The rise in Universal Credit seen during the coronavirus pandemic “is not going to return” to help people through the cost-of-living crisis, according to a minister.
There have been calls from Conservatives and the private sector for the £20 weekly increase to be reinstated.
Michael Lewis, chief executive of energy giant E.ON UK, said on Sunday that increasing benefits payments would ease the pressure on those dealing with ballooning energy bills and soaring inflation which is driving up shop prices.
That is not going to returnSimon Clarke, chief secretary to the Treasury
But Simon Clarke, chief secretary to the Treasury, said ministers will not be returning to the uplift, which was scrapped in the autumn as part of a winding-down of state Covid support.
He told BBC Radio 4’s Today programme: “On that question, we were always explicitly clear that was a temporary response to the pandemic.
“That is not going to return. The question is how we best now look at the next range of solutions to deal with the challenges we’re facing.”
The Treasury minister pointed instead to how Chancellor Rishi Sunak has already lowered the taper rate for Universal Credit – the rate at which benefits start to reduce as a claimant earns money – allowing the lowest earners to keep more of their wages.
“We took decisive action back in December with the change to the taper rate – that is to say the rate at which benefits are withdrawn as people’s earnings rise -, and we cut that from 63p in the pound to 55p in the pound,” he added.
“That’s a tax cut worth an average of £1,000 to two million of the lowest earners in society.”
He described the taper rate action as “precisely the kind of authentic Conservative solution to this question that we want to see” as ministers consider how next to respond to growing household budget pressures.
Meanwhile, Mr Clarke reiterated the Government’s oft-repeated stance that a windfall tax on the “enormous profits” of oil and gas companies cannot be ruled out.
Labour has been urging ministers to introduce the fiscal measure – a policy that is increasingly finding a sympathetic ear on the Conservative benches.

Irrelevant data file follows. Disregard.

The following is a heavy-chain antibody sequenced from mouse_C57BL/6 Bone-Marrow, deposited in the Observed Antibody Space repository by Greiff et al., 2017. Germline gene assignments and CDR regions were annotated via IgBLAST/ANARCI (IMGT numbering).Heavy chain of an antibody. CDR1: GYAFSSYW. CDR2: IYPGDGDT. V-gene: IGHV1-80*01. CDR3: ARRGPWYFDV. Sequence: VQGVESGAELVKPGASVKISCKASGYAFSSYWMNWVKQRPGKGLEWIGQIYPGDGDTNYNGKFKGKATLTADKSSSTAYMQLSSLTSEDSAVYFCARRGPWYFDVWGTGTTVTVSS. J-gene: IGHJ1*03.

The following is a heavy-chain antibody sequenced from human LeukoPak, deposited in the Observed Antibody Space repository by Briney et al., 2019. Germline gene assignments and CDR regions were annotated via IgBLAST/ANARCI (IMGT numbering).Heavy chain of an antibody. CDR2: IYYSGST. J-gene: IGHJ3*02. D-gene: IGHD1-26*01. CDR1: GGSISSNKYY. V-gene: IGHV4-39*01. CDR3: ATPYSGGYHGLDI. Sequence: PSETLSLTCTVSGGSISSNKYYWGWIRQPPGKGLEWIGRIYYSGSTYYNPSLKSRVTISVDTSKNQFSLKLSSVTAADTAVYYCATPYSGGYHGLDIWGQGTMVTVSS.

Tory MP and former Treasury minister Jesse Norman, pointing out that former prime minister Margaret Thatcher used windfall taxes during her tenure in No 10, told Today: “A windfall tax justification in part rests on the widespread need that we are going to need to support people, and recognition of that.
“And we’re going to do that, I hope, quite comprehensively, because that’s what’s going to be needed.”
Speaking to LBC about the prospect of a windfall tax, Mr Clarke said it remains an option if oil and gas companies do not invest in securing the future security of domestic energy supplies.
“The sector is realising enormous profits at the moment,” he said.
“If those profits are not directed in a way which is productive for the real economy, then clearly all options are on the table.
“And that’s what we are communicating to the sector – that we obviously want to see this investment, we need to see this investment.
“If it doesn’t happen, then we can’t rule out a windfall tax.”
He told ITV’s Good Morning Britain that the UK Government is “not going to rush into action” but suggested support will be forthcoming given the “severity of the situation”.
“Philosophically, I don’t want to be raising taxes but nor obviously can we ignore the fact that there is a very challenging situation in terms of the cost of energy at the moment that will likely worsen ahead of next winter, and the Government is going to need to take action to address that,” Mr Clarke told BBC Breakfast.